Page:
By: Matt Garrott

By: Matt Garrott

Equities had a difficult quarter while fixed income assets were generally up. The Barclays Aggregate Bond Index gained 1.23%, the Barclays US Municipal Index was up 1.65%, and the Barclays Global ex-US Bond Index rose 1.37%. The Barclays US TIPS Index dropped 1.15% as inflation remained roughly flat. Domestic Large Cap stocks weathered the recent volatility best with the S&P 500 dropping 6.44%. The S&P 1000 lost 8.73% while the MSCI EAFE was down 10.23%. The MSCI Emerging Markets index fell 17.90% on commodities weakness and uncertainty in China. Real Estate gained 2.85%. Commodities continued their slide with a -14.47% return.

This year’s market movements are not unexpected nor are they out of the ordinary. The S&P 500’s average return is about 10% with an average drawdown of 14% sometime during the year. Many pundits called for a correction (stock market drop of 10% or more) this year and were lauded for this supposedly bold stance. History tells us to expect a drawdown of 14% each year and this year we got one of 12%. Again, this is not unexpected. We should only be surprised if there isn’t a sizable drawdown during the year. I admit, it would be highly entertaining if we had a panic button we could hit here in the office that set off klaxons and red strobe lights in the event of market emergencies. Unfortunately, that button would be largely unused. Negative returns are part of a normal market and we are a long way from hitting the panic button.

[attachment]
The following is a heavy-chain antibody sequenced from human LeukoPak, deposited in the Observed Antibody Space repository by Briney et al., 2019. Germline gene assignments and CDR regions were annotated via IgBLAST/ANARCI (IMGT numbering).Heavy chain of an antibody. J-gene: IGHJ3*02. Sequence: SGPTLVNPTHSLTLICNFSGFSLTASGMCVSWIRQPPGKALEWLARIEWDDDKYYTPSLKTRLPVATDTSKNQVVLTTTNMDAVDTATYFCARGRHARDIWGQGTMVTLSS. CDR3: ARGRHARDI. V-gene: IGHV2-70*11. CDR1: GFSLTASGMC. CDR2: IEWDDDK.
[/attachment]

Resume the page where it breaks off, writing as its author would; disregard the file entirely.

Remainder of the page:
The real story is that diversified portfolios have lagged recently. This was highlighted in the Harvard Endowment’s latest investment report.   Over the last 1, 5, 10, and 20 years a global portfolio (one including US, Developed International, and Emerging Markets securities) of 60% stocks and 40% bonds lagged one made up of strictly US securities. Of course the situation would have been reversed in a year like 2007 when international stocks outperformed the US by a wide margin. The risk in reacting to a snapshot of data like this is that an investor would be chasing returns, switching from one allocation to another at the worst possible time. Sticking with a diversified portfolio allows an investor to sell high and buy low – the opposite of return-chasing.

International stocks have had a difficult year. From a portfolio construction standpoint international stocks do add value over time, but there are other reasons to be optimistic about the asset class. Europe is a couple of years behind the US in recovering from the global financial crisis. The systemic risks have been managed, setting the stage for recovery. Japan is also exercising its monetary policy muscles while implementing shareholder-friendly reforms to its stock market. JP Morgan’s analysts point out that when the Emerging Markets trade at under 1.5 times book value it is usually a good time to buy. They are also quick to mention that they have traded that low for the last two years so market timers have gotten burned.

You’ll note that the 19th hole on this month’s Scorecard (you DO click on that, don’t you?) is a quote from Yogi Berra: You’ve got to be very careful if you don’t know where you’re going because you might not get there. Berra had a gift for tying the absurd into reality. As goofy as the quote sounds on its face, there is real meaning there. From an investor’s perspective, it means you have to identify what your financial goals are and put a plan in place to achieve those goals. Otherwise, you’ll likely wind up unsatisfied, unsure of how well you should be doing, with the only certainty being that you feel like you should have more.